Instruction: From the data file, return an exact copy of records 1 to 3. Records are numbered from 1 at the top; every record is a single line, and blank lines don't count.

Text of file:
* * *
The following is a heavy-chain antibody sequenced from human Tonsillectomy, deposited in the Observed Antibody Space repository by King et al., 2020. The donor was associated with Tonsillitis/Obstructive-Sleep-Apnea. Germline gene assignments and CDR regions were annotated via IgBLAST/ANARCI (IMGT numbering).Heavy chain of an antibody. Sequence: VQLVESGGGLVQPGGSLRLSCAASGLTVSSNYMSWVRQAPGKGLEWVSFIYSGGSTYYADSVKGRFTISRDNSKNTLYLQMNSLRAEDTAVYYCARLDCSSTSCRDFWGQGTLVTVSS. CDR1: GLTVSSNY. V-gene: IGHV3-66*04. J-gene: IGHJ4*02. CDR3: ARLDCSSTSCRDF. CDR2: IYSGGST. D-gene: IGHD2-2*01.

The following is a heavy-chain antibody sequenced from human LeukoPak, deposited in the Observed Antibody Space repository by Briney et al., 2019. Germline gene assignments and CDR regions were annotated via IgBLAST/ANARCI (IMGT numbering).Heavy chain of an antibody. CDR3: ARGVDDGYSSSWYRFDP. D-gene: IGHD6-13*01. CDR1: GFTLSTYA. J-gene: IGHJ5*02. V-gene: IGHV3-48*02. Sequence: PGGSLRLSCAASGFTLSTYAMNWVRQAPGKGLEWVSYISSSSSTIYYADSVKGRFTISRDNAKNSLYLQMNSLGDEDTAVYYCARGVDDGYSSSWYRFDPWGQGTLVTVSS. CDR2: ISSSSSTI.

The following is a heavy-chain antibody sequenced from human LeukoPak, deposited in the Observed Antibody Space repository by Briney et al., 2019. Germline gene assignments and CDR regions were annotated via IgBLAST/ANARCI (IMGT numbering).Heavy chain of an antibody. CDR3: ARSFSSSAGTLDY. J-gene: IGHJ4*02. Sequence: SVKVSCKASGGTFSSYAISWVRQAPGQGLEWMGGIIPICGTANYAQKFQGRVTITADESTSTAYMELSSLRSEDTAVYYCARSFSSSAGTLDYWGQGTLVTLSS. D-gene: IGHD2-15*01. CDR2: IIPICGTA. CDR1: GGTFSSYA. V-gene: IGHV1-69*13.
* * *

The following is a heavy-chain antibody sequenced from human Tonsillectomy, deposited in the Observed Antibody Space repository by King et al., 2020. The donor was associated with Tonsillitis/Obstructive-Sleep-Apnea. Germline gene assignments and CDR regions were annotated via IgBLAST/ANARCI (IMGT numbering).Heavy chain of an antibody. Sequence: VQLVESGGGLVQPGGSLRLSCAASGLTVSSNYMSWVRQAPGKGLEWVSFIYSGGSTYYADSVKGRFTISRDNSKNTLYLQMNSLRAEDTAVYYCARLDCSSTSCRDFWGQGTLVTVSS. CDR1: GLTVSSNY. V-gene: IGHV3-66*04. J-gene: IGHJ4*02. CDR3: ARLDCSSTSCRDF. CDR2: IYSGGST. D-gene: IGHD2-2*01.

The following is a heavy-chain antibody sequenced from human LeukoPak, deposited in the Observed Antibody Space repository by Briney et al., 2019. Germline gene assignments and CDR regions were annotated via IgBLAST/ANARCI (IMGT numbering).Heavy chain of an antibody. CDR3: ARGVDDGYSSSWYRFDP. D-gene: IGHD6-13*01. CDR1: GFTLSTYA. J-gene: IGHJ5*02. V-gene: IGHV3-48*02. Sequence: PGGSLRLSCAASGFTLSTYAMNWVRQAPGKGLEWVSYISSSSSTIYYADSVKGRFTISRDNAKNSLYLQMNSLGDEDTAVYYCARGVDDGYSSSWYRFDPWGQGTLVTVSS. CDR2: ISSSSSTI.

The following is a heavy-chain antibody sequenced from human LeukoPak, deposited in the Observed Antibody Space repository by Briney et al., 2019. Germline gene assignments and CDR regions were annotated via IgBLAST/ANARCI (IMGT numbering).Heavy chain of an antibody. CDR3: ARSFSSSAGTLDY. J-gene: IGHJ4*02. Sequence: SVKVSCKASGGTFSSYAISWVRQAPGQGLEWMGGIIPICGTANYAQKFQGRVTITADESTSTAYMELSSLRSEDTAVYYCARSFSSSAGTLDYWGQGTLVTLSS. D-gene: IGHD2-15*01. CDR2: IIPICGTA. CDR1: GGTFSSYA. V-gene: IGHV1-69*13.